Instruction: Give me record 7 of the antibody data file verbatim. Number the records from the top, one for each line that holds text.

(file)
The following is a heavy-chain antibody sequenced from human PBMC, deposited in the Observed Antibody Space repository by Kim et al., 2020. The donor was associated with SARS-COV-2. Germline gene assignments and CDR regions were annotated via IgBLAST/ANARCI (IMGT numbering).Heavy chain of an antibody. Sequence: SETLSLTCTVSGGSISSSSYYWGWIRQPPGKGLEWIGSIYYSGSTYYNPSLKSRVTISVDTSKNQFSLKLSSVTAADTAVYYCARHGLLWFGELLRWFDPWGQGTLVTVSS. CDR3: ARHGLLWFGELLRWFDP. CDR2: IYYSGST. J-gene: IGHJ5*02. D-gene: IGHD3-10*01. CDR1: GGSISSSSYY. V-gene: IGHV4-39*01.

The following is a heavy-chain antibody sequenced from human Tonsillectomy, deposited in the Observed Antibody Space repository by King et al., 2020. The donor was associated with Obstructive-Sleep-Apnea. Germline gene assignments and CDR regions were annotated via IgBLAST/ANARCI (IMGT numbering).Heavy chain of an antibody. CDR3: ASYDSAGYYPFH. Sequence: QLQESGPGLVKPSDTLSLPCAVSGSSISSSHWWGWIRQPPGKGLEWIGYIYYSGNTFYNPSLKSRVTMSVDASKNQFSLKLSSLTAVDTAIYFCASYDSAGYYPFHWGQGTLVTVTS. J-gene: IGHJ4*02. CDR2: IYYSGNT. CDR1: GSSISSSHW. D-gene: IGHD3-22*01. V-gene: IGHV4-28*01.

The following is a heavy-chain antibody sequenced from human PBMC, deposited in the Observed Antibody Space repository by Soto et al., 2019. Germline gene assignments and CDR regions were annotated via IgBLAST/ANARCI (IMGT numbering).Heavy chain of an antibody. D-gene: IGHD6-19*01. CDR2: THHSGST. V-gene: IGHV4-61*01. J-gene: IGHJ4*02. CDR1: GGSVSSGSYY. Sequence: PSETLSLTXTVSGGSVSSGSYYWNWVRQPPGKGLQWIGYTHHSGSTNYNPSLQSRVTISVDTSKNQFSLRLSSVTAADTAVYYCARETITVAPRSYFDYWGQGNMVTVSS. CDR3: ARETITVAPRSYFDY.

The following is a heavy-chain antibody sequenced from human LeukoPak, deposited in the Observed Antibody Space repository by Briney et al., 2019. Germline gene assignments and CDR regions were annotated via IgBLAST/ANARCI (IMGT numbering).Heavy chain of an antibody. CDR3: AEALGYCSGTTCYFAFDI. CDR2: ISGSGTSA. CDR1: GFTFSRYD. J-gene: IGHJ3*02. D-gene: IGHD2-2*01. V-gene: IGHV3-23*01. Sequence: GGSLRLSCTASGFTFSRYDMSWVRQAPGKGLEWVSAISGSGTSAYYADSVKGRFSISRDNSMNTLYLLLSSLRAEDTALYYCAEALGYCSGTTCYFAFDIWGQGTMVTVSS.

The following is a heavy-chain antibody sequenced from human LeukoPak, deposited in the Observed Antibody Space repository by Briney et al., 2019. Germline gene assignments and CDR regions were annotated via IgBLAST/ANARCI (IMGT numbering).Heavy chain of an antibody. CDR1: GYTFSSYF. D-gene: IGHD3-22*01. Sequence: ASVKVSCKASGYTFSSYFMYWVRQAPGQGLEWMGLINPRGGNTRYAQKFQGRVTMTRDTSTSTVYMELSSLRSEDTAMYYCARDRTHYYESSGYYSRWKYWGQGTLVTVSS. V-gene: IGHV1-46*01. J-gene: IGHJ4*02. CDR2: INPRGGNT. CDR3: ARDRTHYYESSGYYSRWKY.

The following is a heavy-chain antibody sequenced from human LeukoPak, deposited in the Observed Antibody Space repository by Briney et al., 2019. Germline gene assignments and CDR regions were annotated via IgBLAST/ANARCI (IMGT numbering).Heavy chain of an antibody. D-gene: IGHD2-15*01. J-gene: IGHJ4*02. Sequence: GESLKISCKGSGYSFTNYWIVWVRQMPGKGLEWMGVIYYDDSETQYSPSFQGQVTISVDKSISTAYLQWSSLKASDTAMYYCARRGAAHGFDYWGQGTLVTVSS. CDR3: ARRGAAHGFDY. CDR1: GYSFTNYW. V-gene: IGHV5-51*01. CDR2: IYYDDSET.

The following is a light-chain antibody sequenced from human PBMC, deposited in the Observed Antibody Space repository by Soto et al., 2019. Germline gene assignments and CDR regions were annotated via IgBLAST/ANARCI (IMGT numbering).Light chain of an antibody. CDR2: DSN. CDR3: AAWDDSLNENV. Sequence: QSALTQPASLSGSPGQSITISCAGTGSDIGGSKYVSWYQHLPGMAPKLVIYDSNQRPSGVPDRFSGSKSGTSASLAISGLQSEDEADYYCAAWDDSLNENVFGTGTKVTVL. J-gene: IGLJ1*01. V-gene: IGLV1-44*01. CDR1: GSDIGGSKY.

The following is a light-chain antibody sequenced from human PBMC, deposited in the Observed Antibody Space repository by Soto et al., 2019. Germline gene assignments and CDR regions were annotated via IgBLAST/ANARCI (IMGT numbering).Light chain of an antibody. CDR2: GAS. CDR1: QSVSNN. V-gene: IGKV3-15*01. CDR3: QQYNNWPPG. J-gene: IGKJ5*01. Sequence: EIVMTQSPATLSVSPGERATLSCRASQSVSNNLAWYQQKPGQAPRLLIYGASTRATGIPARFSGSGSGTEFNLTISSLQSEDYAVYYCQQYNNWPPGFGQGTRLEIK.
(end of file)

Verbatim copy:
The following is a light-chain antibody sequenced from human PBMC, deposited in the Observed Antibody Space repository by Soto et al., 2019. Germline gene assignments and CDR regions were annotated via IgBLAST/ANARCI (IMGT numbering).Light chain of an antibody. CDR2: DSN. CDR3: AAWDDSLNENV. Sequence: QSALTQPASLSGSPGQSITISCAGTGSDIGGSKYVSWYQHLPGMAPKLVIYDSNQRPSGVPDRFSGSKSGTSASLAISGLQSEDEADYYCAAWDDSLNENVFGTGTKVTVL. J-gene: IGLJ1*01. V-gene: IGLV1-44*01. CDR1: GSDIGGSKY.